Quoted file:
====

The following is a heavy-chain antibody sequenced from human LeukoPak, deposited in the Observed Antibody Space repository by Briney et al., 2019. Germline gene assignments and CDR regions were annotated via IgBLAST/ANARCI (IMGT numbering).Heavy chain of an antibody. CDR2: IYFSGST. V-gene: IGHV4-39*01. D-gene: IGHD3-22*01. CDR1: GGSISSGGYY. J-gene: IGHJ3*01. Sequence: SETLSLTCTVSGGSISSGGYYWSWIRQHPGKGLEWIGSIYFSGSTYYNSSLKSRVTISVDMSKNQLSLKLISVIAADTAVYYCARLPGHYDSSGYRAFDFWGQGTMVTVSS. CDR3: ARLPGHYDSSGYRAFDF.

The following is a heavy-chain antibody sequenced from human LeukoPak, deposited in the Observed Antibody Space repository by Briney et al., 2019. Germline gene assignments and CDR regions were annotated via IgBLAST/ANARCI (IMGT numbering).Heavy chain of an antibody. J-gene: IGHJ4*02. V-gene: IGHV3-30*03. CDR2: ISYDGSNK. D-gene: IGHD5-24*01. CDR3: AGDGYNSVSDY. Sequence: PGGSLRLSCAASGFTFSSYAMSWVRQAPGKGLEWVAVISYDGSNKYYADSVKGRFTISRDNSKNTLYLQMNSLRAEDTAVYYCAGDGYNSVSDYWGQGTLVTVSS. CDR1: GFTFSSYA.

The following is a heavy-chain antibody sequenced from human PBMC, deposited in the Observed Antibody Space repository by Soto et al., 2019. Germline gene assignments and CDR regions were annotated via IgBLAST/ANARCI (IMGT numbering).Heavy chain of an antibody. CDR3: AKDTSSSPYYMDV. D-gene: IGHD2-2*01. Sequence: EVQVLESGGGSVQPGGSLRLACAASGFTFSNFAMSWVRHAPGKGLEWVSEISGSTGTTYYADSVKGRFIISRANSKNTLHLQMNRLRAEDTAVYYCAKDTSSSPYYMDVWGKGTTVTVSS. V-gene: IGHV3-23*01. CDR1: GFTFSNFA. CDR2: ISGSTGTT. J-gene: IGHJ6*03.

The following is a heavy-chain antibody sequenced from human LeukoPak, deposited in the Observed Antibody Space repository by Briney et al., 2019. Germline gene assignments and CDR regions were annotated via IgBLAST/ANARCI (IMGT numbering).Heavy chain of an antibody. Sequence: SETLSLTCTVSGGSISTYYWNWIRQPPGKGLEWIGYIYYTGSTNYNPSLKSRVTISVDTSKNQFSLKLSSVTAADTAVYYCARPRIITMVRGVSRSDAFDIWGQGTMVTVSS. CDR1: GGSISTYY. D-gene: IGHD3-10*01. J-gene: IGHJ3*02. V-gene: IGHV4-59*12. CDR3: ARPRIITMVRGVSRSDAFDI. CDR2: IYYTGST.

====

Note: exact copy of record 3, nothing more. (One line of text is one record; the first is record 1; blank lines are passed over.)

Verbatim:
The following is a heavy-chain antibody sequenced from human PBMC, deposited in the Observed Antibody Space repository by Soto et al., 2019. Germline gene assignments and CDR regions were annotated via IgBLAST/ANARCI (IMGT numbering).Heavy chain of an antibody. CDR3: AKDTSSSPYYMDV. D-gene: IGHD2-2*01. Sequence: EVQVLESGGGSVQPGGSLRLACAASGFTFSNFAMSWVRHAPGKGLEWVSEISGSTGTTYYADSVKGRFIISRANSKNTLHLQMNRLRAEDTAVYYCAKDTSSSPYYMDVWGKGTTVTVSS. V-gene: IGHV3-23*01. CDR1: GFTFSNFA. CDR2: ISGSTGTT. J-gene: IGHJ6*03.